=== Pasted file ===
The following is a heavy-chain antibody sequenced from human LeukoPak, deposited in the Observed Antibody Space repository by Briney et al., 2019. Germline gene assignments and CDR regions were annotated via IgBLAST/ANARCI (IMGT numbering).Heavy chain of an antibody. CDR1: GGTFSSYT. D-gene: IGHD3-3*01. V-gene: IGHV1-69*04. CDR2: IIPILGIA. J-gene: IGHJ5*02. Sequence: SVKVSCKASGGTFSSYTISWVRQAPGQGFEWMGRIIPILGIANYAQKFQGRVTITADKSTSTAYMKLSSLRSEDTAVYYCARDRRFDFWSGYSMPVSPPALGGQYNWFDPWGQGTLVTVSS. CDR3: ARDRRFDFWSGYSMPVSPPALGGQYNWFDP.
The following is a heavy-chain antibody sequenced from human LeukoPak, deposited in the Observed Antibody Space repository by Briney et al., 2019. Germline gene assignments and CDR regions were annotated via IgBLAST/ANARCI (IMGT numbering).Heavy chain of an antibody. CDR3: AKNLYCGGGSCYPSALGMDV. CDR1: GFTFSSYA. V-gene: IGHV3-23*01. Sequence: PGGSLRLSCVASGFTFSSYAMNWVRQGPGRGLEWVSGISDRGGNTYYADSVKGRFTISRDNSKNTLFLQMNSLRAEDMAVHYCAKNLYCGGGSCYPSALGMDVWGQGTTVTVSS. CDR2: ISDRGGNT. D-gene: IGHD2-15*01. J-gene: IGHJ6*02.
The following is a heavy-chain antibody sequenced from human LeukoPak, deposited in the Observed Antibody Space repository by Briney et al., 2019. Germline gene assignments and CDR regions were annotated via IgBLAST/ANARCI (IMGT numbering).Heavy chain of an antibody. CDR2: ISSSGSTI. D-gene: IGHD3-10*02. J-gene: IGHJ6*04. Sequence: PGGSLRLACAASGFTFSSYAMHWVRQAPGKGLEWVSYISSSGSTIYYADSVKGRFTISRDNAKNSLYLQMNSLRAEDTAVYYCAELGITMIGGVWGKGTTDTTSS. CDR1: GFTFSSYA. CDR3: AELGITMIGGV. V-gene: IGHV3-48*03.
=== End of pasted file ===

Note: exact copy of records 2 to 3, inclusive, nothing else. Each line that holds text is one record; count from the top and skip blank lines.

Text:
The following is a heavy-chain antibody sequenced from human LeukoPak, deposited in the Observed Antibody Space repository by Briney et al., 2019. Germline gene assignments and CDR regions were annotated via IgBLAST/ANARCI (IMGT numbering).Heavy chain of an antibody. CDR3: AKNLYCGGGSCYPSALGMDV. CDR1: GFTFSSYA. V-gene: IGHV3-23*01. Sequence: PGGSLRLSCVASGFTFSSYAMNWVRQGPGRGLEWVSGISDRGGNTYYADSVKGRFTISRDNSKNTLFLQMNSLRAEDMAVHYCAKNLYCGGGSCYPSALGMDVWGQGTTVTVSS. CDR2: ISDRGGNT. D-gene: IGHD2-15*01. J-gene: IGHJ6*02.
The following is a heavy-chain antibody sequenced from human LeukoPak, deposited in the Observed Antibody Space repository by Briney et al., 2019. Germline gene assignments and CDR regions were annotated via IgBLAST/ANARCI (IMGT numbering).Heavy chain of an antibody. CDR2: ISSSGSTI. D-gene: IGHD3-10*02. J-gene: IGHJ6*04. Sequence: PGGSLRLACAASGFTFSSYAMHWVRQAPGKGLEWVSYISSSGSTIYYADSVKGRFTISRDNAKNSLYLQMNSLRAEDTAVYYCAELGITMIGGVWGKGTTDTTSS. CDR1: GFTFSSYA. CDR3: AELGITMIGGV. V-gene: IGHV3-48*03.